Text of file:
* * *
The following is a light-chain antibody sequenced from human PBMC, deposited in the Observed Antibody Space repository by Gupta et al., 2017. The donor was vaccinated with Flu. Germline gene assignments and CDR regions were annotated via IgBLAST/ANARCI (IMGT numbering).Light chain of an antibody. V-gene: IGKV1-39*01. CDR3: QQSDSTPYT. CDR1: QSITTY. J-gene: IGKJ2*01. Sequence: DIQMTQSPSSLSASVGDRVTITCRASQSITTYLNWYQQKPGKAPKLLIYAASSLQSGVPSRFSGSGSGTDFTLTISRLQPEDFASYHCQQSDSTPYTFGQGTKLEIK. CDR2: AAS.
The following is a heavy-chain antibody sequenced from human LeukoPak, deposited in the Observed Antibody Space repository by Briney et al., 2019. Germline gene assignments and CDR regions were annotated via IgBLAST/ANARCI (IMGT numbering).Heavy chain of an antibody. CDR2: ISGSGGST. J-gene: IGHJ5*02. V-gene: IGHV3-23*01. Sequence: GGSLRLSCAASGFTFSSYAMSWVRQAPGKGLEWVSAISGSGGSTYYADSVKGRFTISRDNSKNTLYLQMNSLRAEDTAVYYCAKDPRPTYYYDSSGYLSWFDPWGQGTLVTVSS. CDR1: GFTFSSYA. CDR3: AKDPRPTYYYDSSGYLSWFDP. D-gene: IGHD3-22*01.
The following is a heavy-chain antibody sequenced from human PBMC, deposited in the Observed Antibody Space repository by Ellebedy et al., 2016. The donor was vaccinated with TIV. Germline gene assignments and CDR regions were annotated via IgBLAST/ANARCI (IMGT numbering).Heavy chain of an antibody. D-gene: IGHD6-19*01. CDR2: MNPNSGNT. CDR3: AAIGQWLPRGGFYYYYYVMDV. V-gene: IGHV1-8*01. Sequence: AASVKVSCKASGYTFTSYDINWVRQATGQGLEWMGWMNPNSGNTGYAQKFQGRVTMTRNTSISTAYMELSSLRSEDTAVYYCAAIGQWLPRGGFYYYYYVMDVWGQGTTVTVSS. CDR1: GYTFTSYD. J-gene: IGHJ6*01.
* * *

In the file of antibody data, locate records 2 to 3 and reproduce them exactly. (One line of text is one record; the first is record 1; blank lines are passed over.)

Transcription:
The following is a heavy-chain antibody sequenced from human LeukoPak, deposited in the Observed Antibody Space repository by Briney et al., 2019. Germline gene assignments and CDR regions were annotated via IgBLAST/ANARCI (IMGT numbering).Heavy chain of an antibody. CDR2: ISGSGGST. J-gene: IGHJ5*02. V-gene: IGHV3-23*01. Sequence: GGSLRLSCAASGFTFSSYAMSWVRQAPGKGLEWVSAISGSGGSTYYADSVKGRFTISRDNSKNTLYLQMNSLRAEDTAVYYCAKDPRPTYYYDSSGYLSWFDPWGQGTLVTVSS. CDR1: GFTFSSYA. CDR3: AKDPRPTYYYDSSGYLSWFDP. D-gene: IGHD3-22*01.
The following is a heavy-chain antibody sequenced from human PBMC, deposited in the Observed Antibody Space repository by Ellebedy et al., 2016. The donor was vaccinated with TIV. Germline gene assignments and CDR regions were annotated via IgBLAST/ANARCI (IMGT numbering).Heavy chain of an antibody. D-gene: IGHD6-19*01. CDR2: MNPNSGNT. CDR3: AAIGQWLPRGGFYYYYYVMDV. V-gene: IGHV1-8*01. Sequence: AASVKVSCKASGYTFTSYDINWVRQATGQGLEWMGWMNPNSGNTGYAQKFQGRVTMTRNTSISTAYMELSSLRSEDTAVYYCAAIGQWLPRGGFYYYYYVMDVWGQGTTVTVSS. CDR1: GYTFTSYD. J-gene: IGHJ6*01.